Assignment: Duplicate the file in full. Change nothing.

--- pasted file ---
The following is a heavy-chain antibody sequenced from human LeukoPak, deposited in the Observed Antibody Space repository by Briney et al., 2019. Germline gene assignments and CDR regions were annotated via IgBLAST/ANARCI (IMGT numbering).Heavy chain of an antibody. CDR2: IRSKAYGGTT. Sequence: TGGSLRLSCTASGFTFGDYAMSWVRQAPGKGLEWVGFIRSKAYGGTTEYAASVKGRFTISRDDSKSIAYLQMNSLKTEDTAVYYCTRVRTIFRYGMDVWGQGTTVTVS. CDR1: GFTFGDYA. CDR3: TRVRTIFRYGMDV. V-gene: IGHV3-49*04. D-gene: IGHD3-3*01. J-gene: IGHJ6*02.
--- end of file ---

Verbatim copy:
The following is a heavy-chain antibody sequenced from human LeukoPak, deposited in the Observed Antibody Space repository by Briney et al., 2019. Germline gene assignments and CDR regions were annotated via IgBLAST/ANARCI (IMGT numbering).Heavy chain of an antibody. CDR2: IRSKAYGGTT. Sequence: TGGSLRLSCTASGFTFGDYAMSWVRQAPGKGLEWVGFIRSKAYGGTTEYAASVKGRFTISRDDSKSIAYLQMNSLKTEDTAVYYCTRVRTIFRYGMDVWGQGTTVTVS. CDR1: GFTFGDYA. CDR3: TRVRTIFRYGMDV. V-gene: IGHV3-49*04. D-gene: IGHD3-3*01. J-gene: IGHJ6*02.